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A Novel Approach to Loss of a Chance Cases 2019 - Dr Mark Burgin

25/01/19. Dr. Mark Burgin BM BCh (oxon) MRCGP discusses how the law of causation has become inconsistent and contrary to natural justice whilst trying to decide loss of a chance cases.

It does not feel right to deny payment for the death of a child with 30% chance of survival even if the delay was gross but to pay out when there was a short delay and 51% chance.

Equally where the breach would have caused some damage why should the claimant fail because the amount of damage cannot be determined?

Systems analysis is based upon mathematics and is used widely in information technology to solve intractable problems and can be applied to the law.

Legal precedent can act as a mental block to making progress as the judge will try to follow the logic in previous cases even where it leads to a dead end.

In this article I revisit the classic cases and consider how legal thought would have developed had they been decided using a systems analysis approach.

 

Hotson (1)

The facts of the case were that the child fell and broke his hip, there was a negligent delay and the hip necrosed because both main arteries to the hip were damaged.

It was agreed that if only one of the arteries was damaged then the hip would have survived and the claimant could only claim for pain suffering for the delay.

The question before the court was when the second artery was damaged at the time of the original fall or due to the delay but instead the experts suffered a roasting from the judge.

This case has caused confusion and debate because the arguments put forward have some virtue but they get in the way of the correct approach.

The artery was damaged or not damaged, the claimant did not lose the chance to save the hip if the artery was already damaged and any damage after the fall was 100% due to the breach.

 

Gregg v Scott (2)

The facts of this case were that the claimant had non Hodgkin’s lymphoma (a treatable cancer) presenting as a lump under the arm.

It was agreed that the delay had reduced his life expectancy at 10 years was 42% to 25% which includes death from other causes.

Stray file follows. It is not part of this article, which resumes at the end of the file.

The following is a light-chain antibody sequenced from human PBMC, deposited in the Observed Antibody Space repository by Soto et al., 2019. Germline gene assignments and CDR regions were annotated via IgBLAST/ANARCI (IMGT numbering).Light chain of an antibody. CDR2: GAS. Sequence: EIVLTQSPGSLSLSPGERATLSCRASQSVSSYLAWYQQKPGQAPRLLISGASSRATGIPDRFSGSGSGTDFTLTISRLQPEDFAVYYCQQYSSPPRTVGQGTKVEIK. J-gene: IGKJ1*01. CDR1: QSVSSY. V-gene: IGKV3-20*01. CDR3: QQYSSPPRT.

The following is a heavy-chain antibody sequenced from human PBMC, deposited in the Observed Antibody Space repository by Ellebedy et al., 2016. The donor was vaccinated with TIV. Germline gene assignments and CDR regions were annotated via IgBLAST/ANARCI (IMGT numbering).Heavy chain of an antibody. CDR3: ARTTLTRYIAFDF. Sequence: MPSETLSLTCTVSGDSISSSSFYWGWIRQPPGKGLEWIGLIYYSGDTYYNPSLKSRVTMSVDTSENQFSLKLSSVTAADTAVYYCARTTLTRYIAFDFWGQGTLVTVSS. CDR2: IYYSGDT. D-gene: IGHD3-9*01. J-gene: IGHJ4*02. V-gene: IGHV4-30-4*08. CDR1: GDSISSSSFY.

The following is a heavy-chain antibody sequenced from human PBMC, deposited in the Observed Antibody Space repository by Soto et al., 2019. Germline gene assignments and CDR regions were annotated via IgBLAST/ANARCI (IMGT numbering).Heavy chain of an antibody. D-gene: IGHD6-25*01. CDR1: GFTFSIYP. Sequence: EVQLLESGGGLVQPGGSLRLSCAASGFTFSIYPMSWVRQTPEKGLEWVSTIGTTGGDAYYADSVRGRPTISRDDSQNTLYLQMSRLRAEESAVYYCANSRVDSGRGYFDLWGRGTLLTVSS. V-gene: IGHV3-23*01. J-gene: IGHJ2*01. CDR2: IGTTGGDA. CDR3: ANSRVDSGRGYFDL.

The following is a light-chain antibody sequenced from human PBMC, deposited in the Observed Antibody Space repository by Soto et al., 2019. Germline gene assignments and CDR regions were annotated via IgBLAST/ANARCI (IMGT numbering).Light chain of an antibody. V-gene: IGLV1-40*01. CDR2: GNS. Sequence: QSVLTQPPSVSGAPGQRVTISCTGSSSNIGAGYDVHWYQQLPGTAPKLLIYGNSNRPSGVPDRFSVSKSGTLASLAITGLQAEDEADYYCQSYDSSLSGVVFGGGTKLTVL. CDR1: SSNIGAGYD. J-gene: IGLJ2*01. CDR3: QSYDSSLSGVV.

Choosing a different time scale would have generated different figures so the reduced life expectancy at 5 years might have been 62% to 45%.

The judges have been drawn into the medical construct of 5 or 10 year survival without considering whether this is best or even the right way of looking at the problem.

The life expectancy in days from the date of the breach for the average patient with the disease modified by the patient’s individual circumstances gives a more reliable result. (3)

 

Wilsher (4)

A junior doctor working a special care baby unit placed an oxygen monitor into the umbilical vein rather than the artery so that oxygen levels were too high.

It was agreed that retrolental fibroplasia (an eye problem) is recognised as being caused by high oxygen but that it is not the only cause.

The question was whether the raised oxygen had caused or materially contributed to the retrolental fibroplasia but the House of Lords said it was not possible to say.

Whilst medically it is the prime cause of the condition and even if there were other causative factors it would have materially contributed to the condition.

Excess oxygen always causes some harm to a child as it leads to increased free radicals in the blood and tissues so a percentage due to that oxygen can be assigned to each complication.

 

Conclusions

The first test is whether the causes can be separated, where the negligent and non-negligent causes could have caused the loss it is a fact for the court to determine.

The second test is whether the loss can be estimated in terms that can be compensated such as the number of days lost by the claimant due to the breach.

The third test is whether the breach caused a material contribution to the loss so that a percentage value can be assigned to the worsening due to breach.

The decision in Fairchild confirms that this approach applies when all causes are of the same type but the law still falls short when dealing with multiple causes.

 

Doctor Mark Burgin, BM BCh (oxon) MRCGP is on the General Practitioner Specialist Register.

Dr. Burgin can be contacted This email address is being protected from spambots. You need JavaScript enabled to view it. and 0845 331 3304 website drmarkburgin.co.uk

 

  1. Hotson v East Berkshire Area Health Authority [1987] 2 All ER 909

  2. Gregg v Scott [2005] UKHL 2

  3. Burgin 2017 Using Mathematics in Loss of a Chance Cases www.pibriefupdate.com

  4. Wilsher v Essex Area Health Authority [1988] AC 1074

  5. Fairchild v Glenhaven Funeral Services Ltd [2002] UKHL 22

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